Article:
Skittles, selling CDs, loose cigarettes, a missed driving signal, running away, a traffic stop, jogging, a toy gun, sleeping and a counterfeit bill.
It takes anything and nothing.
Since the national shutdown, it seems like everything is on pause — except for the vile apparatus of antiblackness and the deaths it churns out with ease, as American as apple pie, utterly unstoppable. Some people have said racism, being an American essential, is actually working overtime.
I saw Ahmuad Arbery’s murder before I heard about it. I held my phone and watched with the rest of the nation as he took his last steps. Only after would I become familiar with his name, and the name of the two men who lynched him. It felt like I was receiving the information backwards- which is sinister in itself because the possibility for an event that horrific to feel like it came out in reverse reveals that this terror is common enough for there to be an order to it. It’s routine. And then, as the video continued to circulate, people referred to his murder as a ‘modern-day’ lynching, but adding ‘modern-day’ suggests that type of racial terror is a thing of the past, and lynchings are occurrences belonging only to a faraway history that are unthinkable for here and now. Over hours, it continued to appear and re-appear all over my social media in an eerily similar fashion to the distributing of lynching postcards during that hideous historical period- Voyeuristic. Careless. Desensitized. You can’t even feign shock; we’ve grown grossly used to this.
His case wasn’t singular, not even close. We only had 19 days from when Arbery’s video surfaced before being confronted by the video of George Floyd’s murder. And that same day the majority of the country heard about the murder of Breonna Taylor: She was shot eight times by police who had broken into her home while she was sleeping. As in the case of Arbery’s death, her life was taken weeks ago and is only now receiving the outrage it’s owed. All of these individuals were killed in completely, unfortunately, common circumstances. Their names exist as additions to a horrifically extensive list of hashtags for which we mourn and mobilize, and they’re even less unique against the backdrop of names that don’t make the national news.
Because, as it seems will never cease needing to be pointed out, racism is systemic. It is the regime made by this routine-ness. The United States is home to a long, evil, socio-political history of anti blackness. One that has allowed the practice of consistently shoving black people up against metal exteriors or down into pavement, forcing them onto their knees and then crushing them beneath joints and shins or between arms and squeezing and pushing and killing as they are reduced to begging for breath. Begging for life. Only to have it be taken from them. American society has for so long deployed racism so systematically that these tragedies themselves are now formulaic.
It starts with the incident. The incident doesn’t necessitate anything particular actually happening. It relies, rather, on the combination of moral authority and the “white space” — white-dominated areas that exist in contrast to the black space. A key difference though is that while black spaces are typically avoided by white people, black people are required to enter and navigate white spaces everyday — which becomes inherently dangerous when subconscious white chauvinism puts forth the code that black existence here is conditional. So, black people live under the rule of reasonable suspicion. That is structural racism in action. Remnants of segregation policies and white supremacy act like poltergeists in modern society, invisible forces that push black people to the outskirts of public spaces as to not be in the way, or else. No matter if one is conscious of this or not, whiteness isn’t just a pigment of privilege, it’s a power. It’s a weapon to “make the rules” that, when wielded masterfully, like in the situation of Amy Cooper, has the potential to make a quiet morning in a park turn brutal. Thankfully, Christian Cooper left that scene physically unharmed, but there were both the intent and the possibility to hurt him for so much as asking that a white woman follow the rules. A reasonable request was interpreted as an instigation because it was made while black. See, white privilege imagines an audacity in blackness, one that threatened Amy’s moral authority, prompting her to call the police to act as an extension of her authority on steroids, to ‘show him who’s boss.’ Incidents can be as small as asking that someone leash their pet or occur devoid of any interaction at all; simply existing in a white space can trigger ‘reasonable suspicion,’ it has. And too many do not walk away from incidents like Cooper did.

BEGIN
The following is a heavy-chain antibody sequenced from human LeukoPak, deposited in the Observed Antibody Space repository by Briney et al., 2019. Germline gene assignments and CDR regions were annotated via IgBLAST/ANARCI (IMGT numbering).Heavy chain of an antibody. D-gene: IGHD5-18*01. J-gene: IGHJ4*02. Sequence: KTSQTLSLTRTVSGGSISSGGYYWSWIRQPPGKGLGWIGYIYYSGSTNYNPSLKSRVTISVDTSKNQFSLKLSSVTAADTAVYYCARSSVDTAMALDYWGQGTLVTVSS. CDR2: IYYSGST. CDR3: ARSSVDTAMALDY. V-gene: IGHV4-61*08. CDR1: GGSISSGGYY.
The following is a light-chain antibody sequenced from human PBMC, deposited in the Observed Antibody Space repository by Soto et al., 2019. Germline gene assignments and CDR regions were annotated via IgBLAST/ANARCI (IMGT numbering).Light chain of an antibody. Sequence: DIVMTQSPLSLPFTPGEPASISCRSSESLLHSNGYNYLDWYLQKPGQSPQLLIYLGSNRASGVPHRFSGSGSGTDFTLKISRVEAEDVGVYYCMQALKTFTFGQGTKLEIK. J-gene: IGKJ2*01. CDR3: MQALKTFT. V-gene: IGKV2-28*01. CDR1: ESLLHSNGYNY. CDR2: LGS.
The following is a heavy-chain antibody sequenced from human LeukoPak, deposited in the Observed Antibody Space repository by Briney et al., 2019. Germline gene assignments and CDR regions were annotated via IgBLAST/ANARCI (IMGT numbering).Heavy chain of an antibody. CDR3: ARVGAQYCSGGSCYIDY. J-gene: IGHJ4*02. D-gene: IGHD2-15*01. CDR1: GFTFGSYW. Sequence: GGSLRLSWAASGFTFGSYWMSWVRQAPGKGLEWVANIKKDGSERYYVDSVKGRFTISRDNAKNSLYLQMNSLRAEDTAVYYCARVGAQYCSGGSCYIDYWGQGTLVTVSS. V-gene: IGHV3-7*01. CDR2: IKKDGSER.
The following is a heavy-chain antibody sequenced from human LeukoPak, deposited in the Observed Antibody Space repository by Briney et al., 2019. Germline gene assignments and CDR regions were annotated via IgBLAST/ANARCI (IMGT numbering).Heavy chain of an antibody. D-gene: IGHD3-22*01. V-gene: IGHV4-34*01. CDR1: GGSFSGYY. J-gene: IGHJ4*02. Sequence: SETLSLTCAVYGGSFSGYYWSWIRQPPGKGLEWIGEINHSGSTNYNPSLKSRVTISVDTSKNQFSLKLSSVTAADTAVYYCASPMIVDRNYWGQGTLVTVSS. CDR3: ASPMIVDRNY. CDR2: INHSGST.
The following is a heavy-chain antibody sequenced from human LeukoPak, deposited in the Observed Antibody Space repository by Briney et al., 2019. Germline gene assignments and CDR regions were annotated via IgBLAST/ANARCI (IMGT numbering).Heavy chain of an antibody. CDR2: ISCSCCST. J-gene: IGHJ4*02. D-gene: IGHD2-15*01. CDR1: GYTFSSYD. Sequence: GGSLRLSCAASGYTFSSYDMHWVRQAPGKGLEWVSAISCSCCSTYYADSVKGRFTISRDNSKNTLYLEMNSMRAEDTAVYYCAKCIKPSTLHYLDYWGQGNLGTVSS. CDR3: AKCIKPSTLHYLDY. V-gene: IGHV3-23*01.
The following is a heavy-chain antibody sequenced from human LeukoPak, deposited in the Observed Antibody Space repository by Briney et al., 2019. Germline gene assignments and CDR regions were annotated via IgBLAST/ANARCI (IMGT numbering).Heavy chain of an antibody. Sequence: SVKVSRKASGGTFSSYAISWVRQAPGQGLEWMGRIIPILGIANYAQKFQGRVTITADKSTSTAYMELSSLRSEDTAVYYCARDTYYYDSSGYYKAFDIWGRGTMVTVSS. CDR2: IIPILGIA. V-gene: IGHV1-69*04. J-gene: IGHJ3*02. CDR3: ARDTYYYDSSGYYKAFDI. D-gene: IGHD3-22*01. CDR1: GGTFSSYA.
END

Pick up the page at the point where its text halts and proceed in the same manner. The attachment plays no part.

Next, the victim. Victims of violent anti-blackness are exceptional in our justice system because they are put on trial instead of their aggressors. Death, for black people, is met with discourse instead of mourning, interrogation instead of empathy. For some reason, audiences always search for justification. Our bodies are used against us, reduced to objects misread as threats, scary silhouettes that demanded quick judgment, to be controlled only by chokeholds and bullet holes. They will say victims were breaking the law, resisting arrest or potentially dangerous, as if any of that calls for murder. If none of that, they will rummage through their lives, force their way in and search without a warrant and without proper cause because skin is suspect enough, and use anything they can as evidence that someone deserved to die. Arbery’s memory suffered this relentlessly, as the media pulled out irrelevant clips and old offenses to tarnish his innocence, to convince viewers that his murder was vindicated. In the case that they find nothing and one turns out to be a squeaky clean victim whose incident was a horrible “misunderstanding,” they will be held up on a pedestal for how they lived perfectly and still died for it, or were attacked for it, or had someone paint them as a criminal for it. A passion for bird watching and a Harvard degree made Cooper a perfect victim. and the public made sure to draw attention to that, “suggesting a hierarchy that says black people have to be exceptional just to be allowed to live.” In the end, though, exceptionality doesn’t even matter, because blackness was the factor that put a person in the position of the victim, and blackness largely dictates how others respond to it.